Skip to content
   MEL (03) 9428 8817    |   SYD (02) 7909 6536

Five ideas for cascading strategy to your staff

Cascading strategy throughout your organisation is a key ingredient in successful strategy execution. Ensuring your organisation’s strategic objectives are clearly reflected in functional, geographic, and business-unit strategies, and explicitly linked to budgetary and performance is critical.

‘Less than a third of direct reports to senior executives clearly understand the connections between corporate priorities; and this plummets to 16% of their direct reports.’​

Execution excellence requires ​cross functional commitment and coordination across units. By engaging all your staff you increase engagement and alignment, and reduce the risk of the strategy being left for too few or worse ‘put in the bottom drawer’.

Strategic Facilitators helps staff to engage with their organisation’s strategy and better understand the link between the organisation’s strategy and teams and individuals initiatives and activities​.

Here we outline five approaches we have used to successfully cascade strategy to staff.

1. Strategy launch

  • Present your strategy – share your compelling strategic narrative and why it is important
  • Create connections to the strategy – agree what the strategy means for each department/division. What is the unique role and purpose of each department/division? What is the value each department/division creates for the organisation? How will each department/division make a contribution to the strategy?
  • Include commitments for each department to ensure the overall success of your strategy What will success look like? What will you need to do – who and by when? What lessons from the past will help you execute these initiatives? What collaboration will be necessary? What challenges will you face?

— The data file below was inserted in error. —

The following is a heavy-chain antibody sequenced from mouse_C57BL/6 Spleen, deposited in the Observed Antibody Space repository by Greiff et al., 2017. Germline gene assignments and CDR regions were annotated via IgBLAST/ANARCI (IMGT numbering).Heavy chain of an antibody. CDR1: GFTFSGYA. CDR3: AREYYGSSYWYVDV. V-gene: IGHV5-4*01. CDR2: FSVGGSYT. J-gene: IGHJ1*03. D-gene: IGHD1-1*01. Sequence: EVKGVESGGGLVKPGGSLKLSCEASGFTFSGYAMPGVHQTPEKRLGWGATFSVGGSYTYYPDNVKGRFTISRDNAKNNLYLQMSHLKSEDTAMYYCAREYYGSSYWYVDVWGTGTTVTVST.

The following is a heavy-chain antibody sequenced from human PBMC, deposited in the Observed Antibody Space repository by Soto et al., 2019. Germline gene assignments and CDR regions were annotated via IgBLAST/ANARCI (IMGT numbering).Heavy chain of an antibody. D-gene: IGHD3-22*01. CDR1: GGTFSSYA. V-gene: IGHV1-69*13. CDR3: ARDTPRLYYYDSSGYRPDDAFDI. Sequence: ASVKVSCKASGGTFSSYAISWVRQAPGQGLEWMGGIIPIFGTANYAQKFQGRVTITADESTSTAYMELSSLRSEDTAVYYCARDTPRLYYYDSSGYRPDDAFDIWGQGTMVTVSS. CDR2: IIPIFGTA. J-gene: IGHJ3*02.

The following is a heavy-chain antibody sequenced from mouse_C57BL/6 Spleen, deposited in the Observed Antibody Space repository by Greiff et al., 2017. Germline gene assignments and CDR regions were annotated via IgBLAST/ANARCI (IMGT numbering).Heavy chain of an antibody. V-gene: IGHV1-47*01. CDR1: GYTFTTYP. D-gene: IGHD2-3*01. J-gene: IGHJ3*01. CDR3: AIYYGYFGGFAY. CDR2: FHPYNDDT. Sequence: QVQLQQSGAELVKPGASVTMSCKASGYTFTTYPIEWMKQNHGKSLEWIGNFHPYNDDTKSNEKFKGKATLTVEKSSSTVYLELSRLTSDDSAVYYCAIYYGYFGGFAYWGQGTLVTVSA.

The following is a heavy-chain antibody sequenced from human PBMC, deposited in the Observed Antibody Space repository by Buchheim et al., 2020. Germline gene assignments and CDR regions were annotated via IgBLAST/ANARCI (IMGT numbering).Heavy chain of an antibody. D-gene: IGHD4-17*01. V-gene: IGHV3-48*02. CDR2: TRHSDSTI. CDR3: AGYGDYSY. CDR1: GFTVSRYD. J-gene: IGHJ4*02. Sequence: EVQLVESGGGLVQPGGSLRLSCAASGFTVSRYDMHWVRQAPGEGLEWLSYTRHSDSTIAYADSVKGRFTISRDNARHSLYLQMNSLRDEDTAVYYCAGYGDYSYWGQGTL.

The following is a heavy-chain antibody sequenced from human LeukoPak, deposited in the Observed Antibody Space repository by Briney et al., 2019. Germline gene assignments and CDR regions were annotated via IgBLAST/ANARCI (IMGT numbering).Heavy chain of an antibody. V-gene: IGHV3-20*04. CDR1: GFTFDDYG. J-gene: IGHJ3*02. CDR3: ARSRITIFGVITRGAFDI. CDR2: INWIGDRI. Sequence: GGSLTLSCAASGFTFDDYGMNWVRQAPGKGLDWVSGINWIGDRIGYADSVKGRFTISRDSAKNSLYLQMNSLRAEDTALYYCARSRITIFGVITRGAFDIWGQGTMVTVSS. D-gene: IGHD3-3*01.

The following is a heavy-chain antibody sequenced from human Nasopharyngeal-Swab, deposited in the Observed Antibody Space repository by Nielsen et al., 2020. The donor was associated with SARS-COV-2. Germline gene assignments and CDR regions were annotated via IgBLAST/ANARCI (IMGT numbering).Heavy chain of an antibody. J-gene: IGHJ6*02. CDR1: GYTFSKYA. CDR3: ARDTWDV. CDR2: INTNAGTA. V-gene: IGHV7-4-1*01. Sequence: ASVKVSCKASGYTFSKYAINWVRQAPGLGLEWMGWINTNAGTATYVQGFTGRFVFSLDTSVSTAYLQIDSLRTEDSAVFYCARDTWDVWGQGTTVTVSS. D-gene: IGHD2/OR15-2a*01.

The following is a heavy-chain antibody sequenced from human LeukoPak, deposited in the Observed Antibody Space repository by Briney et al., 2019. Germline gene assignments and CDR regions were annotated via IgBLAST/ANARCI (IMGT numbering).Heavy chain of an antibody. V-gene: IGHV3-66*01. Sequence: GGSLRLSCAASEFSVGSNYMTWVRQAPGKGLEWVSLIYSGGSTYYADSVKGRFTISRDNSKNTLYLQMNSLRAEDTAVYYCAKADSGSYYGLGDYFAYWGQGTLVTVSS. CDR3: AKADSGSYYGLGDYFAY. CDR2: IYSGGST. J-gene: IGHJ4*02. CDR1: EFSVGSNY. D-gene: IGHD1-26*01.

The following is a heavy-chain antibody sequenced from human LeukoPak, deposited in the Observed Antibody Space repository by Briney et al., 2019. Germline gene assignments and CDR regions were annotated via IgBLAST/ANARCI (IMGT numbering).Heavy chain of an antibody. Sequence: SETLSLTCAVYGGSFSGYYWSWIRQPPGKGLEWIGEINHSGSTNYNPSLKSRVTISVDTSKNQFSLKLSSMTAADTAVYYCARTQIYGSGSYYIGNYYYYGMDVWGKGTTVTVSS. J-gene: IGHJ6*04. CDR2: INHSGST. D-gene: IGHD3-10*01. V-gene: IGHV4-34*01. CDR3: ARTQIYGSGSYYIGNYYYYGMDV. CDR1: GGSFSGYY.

2. Mini team strategy cascade workshop/s

  • Discuss what the strategy means for your team – What is your team’s role in the success of the strategy? What does the team need to do for the strategy to be successful? What is the individual role/personal contribution of each team member to the delivery of the strategy? How will the team monitor progress and keep the strategy top of mind?

3. Weekly standup meetings within teams

  • Review your team’s progress against the strategic initiativesHow is your team progressing against what they said they would do? What should they start/stop/continue/change? What do you need to push harder on? Is a resource allocation change required? What learnings can we share?

4. Monthly ‘brown bag’ lunches

  • Brown bag lunches are a great way to improve communication to staff, break down silos between teams, and encourage knowledge sharing –  What is going well? And which areas might need rethinking? Share feedback from clients, acknowledge behaviours aligned with our values, and celebrate the wins!

5. Use a visual metrics or ‘strategy wall’ display

  • Create a visual display of the strategy that staff can engage with – This gives a quick visual snapshot for all staff of how your are progressing. Items to include in the display might include: the measures that matter most in your organisation; the priorities that should be top of mind; up-to-date progress against the strategic objectives and priorities; what’s working (ie. the wins!); what needs to be fixed and by when; who is responsible for actioning.

The above options have different outputs all stemming from the same fundamental goal – to share your organisation’s strategy so everyone knows what it is, why it has been put in place, how it will be measured and by when, and most importantly what their team and individual roles will be to ensure it is a success.

With a transparent, inclusive and empowering process in place you can ensure your staff feel they are part of the ongoing strategy process and that they play an important role in its overall success.


Want to know more? 

For more information please contact us below or call the office on 03 9428 8817.

Contact us

  • This field is for validation purposes and should be left unchanged.